Safes: A safe is certainly much better than behind some books, but keep in mind that no safe is 100% secure. A safe buys you time, nothing more. If you use a key safe, hide the key separately from the safe. If you use a combination lock, don’t assume you’re immune from robbery—a friend of my father’s had a gun pointed to his wife’s head while they asked him for the combination to his safe.
Another consideration is the weight of the safe. One that weighs, say, 100 pounds, could be moved (i.e., stolen) by one or two burglars with some basic tools like a dolly or straps. A 300-400 pound safe removes theft risk from a single person. Heavier than 500 pounds and you’re immune from most home burglaries, unless there’s a group of them and they have a heavy duty vehicle. Of course, the heavier the safe the more likely you’ll need it delivered and installed, which then tips your hand that you’ve likely got a lot of valuables in the house.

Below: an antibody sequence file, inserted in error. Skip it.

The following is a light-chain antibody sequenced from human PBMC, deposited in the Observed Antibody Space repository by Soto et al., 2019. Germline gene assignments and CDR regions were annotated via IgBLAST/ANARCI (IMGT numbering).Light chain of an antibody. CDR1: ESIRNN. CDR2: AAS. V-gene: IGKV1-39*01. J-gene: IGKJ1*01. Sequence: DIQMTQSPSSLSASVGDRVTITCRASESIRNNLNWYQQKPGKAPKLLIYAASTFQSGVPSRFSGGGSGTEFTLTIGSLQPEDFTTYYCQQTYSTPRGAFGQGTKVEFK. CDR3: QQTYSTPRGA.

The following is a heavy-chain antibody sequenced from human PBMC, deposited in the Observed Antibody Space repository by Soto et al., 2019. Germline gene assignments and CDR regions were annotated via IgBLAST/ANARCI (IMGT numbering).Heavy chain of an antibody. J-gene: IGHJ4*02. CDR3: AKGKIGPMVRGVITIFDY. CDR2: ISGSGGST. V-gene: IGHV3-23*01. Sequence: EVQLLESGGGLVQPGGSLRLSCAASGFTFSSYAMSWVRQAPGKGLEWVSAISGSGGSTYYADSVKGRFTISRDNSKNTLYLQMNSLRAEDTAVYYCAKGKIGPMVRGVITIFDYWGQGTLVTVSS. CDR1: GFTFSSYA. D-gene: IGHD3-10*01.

Midnight Gardening: A couple pointers if you bury your gold (the term “midnight gardening” comes from people who bury their gold at night so the digging won’t be noticed)…
• Try a container that is both airtight and waterproof (don’t use a coffee can, since the color on the metal can bleed). If you’re burying a lot of coins separate small piles of them into plastic baggies to avoid scratching.
• Consider how easy or too difficult it is to find. If it’s too easy, a thief could find it. But it it’s too difficult your heirs may have a hard time locating it. Find a place, on property you own, that you’ll always remember but isn’t obvious if someone learns you’ve buried something valuable. It’s probably not a good idea to leave complicated instructions; if you use a “treasure map,” give part of the instructions to one person you trust and the other part to a different confidant.